Tuesday, August 17, 2010
The Old Man and the Sea: Thoughts - Part II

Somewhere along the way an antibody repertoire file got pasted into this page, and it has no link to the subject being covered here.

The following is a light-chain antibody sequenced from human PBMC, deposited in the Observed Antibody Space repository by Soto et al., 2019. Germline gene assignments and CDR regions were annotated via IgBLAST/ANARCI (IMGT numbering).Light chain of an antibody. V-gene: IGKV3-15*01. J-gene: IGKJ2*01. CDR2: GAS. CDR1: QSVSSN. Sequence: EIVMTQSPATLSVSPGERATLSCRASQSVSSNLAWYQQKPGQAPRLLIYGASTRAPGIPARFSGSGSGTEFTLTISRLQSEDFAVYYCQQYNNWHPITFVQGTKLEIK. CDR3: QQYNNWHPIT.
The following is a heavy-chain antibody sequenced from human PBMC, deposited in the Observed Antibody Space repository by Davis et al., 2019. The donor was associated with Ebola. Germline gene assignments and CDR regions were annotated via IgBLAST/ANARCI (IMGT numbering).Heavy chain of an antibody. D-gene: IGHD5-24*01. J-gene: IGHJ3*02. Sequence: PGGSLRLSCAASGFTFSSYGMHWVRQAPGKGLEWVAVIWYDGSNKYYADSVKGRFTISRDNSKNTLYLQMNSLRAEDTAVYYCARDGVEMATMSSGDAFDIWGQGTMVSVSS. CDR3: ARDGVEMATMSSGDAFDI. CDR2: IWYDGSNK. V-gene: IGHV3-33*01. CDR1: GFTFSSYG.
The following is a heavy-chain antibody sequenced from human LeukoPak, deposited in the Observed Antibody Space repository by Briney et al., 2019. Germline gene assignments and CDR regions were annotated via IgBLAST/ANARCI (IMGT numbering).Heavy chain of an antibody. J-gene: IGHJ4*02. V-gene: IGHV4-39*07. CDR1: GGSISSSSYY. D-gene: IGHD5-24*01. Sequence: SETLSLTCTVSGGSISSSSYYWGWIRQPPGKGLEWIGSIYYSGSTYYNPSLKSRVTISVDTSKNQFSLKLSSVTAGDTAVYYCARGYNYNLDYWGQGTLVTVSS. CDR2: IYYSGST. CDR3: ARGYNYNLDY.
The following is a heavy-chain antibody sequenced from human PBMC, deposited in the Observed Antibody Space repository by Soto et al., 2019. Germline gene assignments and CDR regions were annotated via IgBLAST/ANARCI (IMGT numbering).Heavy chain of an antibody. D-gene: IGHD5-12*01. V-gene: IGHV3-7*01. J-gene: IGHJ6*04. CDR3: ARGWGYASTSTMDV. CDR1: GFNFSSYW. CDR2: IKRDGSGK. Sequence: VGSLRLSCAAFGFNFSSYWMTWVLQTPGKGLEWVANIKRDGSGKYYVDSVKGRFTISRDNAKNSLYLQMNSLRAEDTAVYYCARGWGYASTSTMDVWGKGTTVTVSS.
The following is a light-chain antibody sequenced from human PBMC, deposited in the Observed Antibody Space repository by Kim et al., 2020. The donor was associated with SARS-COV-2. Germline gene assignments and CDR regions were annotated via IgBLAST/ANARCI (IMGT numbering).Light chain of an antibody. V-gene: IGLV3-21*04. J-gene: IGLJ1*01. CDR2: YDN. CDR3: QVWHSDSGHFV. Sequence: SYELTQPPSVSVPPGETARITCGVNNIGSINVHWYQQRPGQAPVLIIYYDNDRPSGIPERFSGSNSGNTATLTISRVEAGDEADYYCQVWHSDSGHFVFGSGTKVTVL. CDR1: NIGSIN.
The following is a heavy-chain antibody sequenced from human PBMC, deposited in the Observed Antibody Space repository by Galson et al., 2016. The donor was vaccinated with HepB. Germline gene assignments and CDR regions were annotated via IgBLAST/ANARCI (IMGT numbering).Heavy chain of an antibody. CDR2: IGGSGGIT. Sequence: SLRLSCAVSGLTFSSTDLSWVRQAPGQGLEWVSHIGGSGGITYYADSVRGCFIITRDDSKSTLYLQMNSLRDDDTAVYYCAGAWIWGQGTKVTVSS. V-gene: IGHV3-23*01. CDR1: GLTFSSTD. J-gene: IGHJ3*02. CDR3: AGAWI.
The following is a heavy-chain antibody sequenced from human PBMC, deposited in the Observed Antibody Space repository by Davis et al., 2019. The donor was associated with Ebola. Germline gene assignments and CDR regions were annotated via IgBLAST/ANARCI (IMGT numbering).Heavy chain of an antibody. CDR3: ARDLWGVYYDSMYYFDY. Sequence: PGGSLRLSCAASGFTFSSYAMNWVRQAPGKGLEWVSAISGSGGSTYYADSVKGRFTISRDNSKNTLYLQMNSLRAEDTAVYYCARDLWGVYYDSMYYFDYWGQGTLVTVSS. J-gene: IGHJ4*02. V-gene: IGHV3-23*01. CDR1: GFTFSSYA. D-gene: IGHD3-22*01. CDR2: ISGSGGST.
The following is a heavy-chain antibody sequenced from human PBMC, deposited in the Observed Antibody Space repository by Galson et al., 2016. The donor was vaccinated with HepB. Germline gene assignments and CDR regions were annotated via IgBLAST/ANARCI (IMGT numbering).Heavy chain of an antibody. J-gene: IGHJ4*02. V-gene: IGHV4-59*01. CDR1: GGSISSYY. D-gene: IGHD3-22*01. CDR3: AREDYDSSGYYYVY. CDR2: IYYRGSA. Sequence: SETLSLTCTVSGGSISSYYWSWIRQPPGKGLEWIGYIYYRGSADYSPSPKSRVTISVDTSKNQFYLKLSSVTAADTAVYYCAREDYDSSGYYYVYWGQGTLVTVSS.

Santiago is also just a very suiting type of character for the role here. He is deeply passionate for what he is doing, and he shows it even after an eighty-four-day losing streak without being able to catch any fish. The book also mentions a previous streak of eighty-seven days without a catch which is Santiago's stillstanding record for longest period without any luck of fishing. He is extremely headstrong, and he pushes himself through every difficulty he faces. An ordinary man in the same situation would most likely have cut the fish loose after so much pain it has caused. The marlin cut his hands and his back, but Santiago never loosens his grip on the beast. He knows that he is the better opponent, and when he needs it, he thinks of the "great Joe DiMaggio," who he knows is a strong competitor, fighting through a bone spur to become one of the greatest and most well known baseball players of all time, as a model for how he should behave in times of trouble. Santiago is also very wise. He knows just where he needs to be to find the big fish, and he knows how to attract them, even though he did have a small period of trouble. He knows he can wrangle a deep sea fish with just a fishing line and his bare hands. He is also able to control multiple lines at once, each ranging from almost on the surface of the water to down below where he might be able to catch a passing crab as it moves over the line sitting at the bottom of the ocean. And, with so many lines in the water simultaneously, he is still able to control the depths and how the bobbers are positioned on top of the water. It amazes me that, even though he has had so many years of practice, anyone can possess these skills, let alone an old, frail man.